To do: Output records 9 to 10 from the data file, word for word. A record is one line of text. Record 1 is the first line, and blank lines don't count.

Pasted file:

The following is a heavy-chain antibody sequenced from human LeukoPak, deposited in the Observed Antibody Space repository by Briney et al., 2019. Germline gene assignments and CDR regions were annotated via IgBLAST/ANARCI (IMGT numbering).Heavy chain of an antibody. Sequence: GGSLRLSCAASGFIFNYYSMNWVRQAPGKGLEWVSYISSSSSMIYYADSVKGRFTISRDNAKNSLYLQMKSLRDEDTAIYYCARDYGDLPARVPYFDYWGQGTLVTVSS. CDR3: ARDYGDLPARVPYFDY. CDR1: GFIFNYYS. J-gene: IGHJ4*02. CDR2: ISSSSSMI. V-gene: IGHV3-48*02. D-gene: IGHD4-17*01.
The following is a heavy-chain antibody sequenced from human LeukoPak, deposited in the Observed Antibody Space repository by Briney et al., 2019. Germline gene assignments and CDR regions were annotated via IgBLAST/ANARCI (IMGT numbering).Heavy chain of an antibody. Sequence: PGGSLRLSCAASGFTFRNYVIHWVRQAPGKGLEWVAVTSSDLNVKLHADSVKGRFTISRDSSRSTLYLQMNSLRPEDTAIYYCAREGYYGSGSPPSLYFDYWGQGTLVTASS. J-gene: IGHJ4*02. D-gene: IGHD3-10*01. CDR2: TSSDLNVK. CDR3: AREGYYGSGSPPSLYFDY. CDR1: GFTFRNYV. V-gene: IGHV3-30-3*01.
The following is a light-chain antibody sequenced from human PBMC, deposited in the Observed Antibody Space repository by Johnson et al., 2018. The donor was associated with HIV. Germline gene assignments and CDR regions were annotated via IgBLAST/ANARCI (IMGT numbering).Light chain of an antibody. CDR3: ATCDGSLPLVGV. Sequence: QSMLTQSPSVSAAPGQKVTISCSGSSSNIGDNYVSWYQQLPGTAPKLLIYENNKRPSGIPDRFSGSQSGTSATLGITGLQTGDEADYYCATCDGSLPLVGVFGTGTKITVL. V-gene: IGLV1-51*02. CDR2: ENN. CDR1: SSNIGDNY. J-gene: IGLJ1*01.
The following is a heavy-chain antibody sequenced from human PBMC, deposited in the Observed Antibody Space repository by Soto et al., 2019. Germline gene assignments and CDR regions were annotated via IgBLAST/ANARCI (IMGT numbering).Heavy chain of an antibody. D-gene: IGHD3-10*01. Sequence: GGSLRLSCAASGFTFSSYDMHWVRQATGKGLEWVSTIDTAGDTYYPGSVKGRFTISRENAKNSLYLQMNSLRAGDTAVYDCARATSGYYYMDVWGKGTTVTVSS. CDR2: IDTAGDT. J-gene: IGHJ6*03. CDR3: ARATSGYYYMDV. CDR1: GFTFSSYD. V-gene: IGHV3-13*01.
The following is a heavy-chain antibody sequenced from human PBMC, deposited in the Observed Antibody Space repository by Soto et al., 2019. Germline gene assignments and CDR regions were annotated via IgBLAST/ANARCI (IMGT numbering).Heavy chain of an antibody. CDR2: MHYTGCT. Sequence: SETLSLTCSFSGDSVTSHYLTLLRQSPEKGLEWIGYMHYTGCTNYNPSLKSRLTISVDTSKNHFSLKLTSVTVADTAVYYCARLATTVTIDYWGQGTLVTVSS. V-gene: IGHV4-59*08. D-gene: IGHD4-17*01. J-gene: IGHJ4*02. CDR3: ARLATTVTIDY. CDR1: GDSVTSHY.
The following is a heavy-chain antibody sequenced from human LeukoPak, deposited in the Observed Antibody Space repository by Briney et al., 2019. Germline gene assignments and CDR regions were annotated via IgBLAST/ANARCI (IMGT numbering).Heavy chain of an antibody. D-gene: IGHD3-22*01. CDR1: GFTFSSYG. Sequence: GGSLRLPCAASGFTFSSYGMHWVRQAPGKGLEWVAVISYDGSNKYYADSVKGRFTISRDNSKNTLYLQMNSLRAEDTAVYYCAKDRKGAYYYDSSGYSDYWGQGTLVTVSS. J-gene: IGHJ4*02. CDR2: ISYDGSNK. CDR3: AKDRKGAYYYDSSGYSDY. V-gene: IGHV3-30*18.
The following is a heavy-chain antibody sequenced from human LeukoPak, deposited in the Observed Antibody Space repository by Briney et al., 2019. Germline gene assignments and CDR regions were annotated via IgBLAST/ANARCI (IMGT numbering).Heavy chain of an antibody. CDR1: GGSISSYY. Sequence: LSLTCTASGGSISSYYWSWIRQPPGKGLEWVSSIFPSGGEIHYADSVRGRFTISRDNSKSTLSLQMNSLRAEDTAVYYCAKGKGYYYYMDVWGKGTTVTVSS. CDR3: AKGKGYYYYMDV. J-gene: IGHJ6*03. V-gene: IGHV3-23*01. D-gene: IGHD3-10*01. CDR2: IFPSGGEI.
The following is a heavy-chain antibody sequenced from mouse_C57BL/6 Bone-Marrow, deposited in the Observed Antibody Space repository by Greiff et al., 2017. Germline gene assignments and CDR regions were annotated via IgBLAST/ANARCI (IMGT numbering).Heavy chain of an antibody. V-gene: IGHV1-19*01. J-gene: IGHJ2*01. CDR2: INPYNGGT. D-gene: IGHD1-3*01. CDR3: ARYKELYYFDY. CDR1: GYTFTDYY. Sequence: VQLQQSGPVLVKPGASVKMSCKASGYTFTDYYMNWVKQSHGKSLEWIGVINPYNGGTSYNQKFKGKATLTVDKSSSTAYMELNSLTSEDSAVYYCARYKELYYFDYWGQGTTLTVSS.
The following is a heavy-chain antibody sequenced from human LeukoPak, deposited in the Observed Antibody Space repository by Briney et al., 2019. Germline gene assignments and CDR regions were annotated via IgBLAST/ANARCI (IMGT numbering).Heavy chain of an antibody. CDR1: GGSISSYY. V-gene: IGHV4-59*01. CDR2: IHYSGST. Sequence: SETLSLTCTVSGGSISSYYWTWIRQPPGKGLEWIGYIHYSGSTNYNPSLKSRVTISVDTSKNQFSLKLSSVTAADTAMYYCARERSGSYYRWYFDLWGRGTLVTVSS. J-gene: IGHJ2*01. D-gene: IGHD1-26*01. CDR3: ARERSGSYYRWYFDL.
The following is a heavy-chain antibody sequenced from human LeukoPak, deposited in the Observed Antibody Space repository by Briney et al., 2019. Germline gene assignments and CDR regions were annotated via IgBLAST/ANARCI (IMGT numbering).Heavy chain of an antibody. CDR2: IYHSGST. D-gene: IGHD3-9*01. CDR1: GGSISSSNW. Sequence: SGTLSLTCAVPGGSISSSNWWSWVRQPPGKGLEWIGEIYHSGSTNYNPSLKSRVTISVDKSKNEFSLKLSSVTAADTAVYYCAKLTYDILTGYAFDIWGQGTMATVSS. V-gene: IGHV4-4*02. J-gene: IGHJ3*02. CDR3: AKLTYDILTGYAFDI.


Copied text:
The following is a heavy-chain antibody sequenced from human LeukoPak, deposited in the Observed Antibody Space repository by Briney et al., 2019. Germline gene assignments and CDR regions were annotated via IgBLAST/ANARCI (IMGT numbering).Heavy chain of an antibody. CDR1: GGSISSYY. V-gene: IGHV4-59*01. CDR2: IHYSGST. Sequence: SETLSLTCTVSGGSISSYYWTWIRQPPGKGLEWIGYIHYSGSTNYNPSLKSRVTISVDTSKNQFSLKLSSVTAADTAMYYCARERSGSYYRWYFDLWGRGTLVTVSS. J-gene: IGHJ2*01. D-gene: IGHD1-26*01. CDR3: ARERSGSYYRWYFDL.
The following is a heavy-chain antibody sequenced from human LeukoPak, deposited in the Observed Antibody Space repository by Briney et al., 2019. Germline gene assignments and CDR regions were annotated via IgBLAST/ANARCI (IMGT numbering).Heavy chain of an antibody. CDR2: IYHSGST. D-gene: IGHD3-9*01. CDR1: GGSISSSNW. Sequence: SGTLSLTCAVPGGSISSSNWWSWVRQPPGKGLEWIGEIYHSGSTNYNPSLKSRVTISVDKSKNEFSLKLSSVTAADTAVYYCAKLTYDILTGYAFDIWGQGTMATVSS. V-gene: IGHV4-4*02. J-gene: IGHJ3*02. CDR3: AKLTYDILTGYAFDI.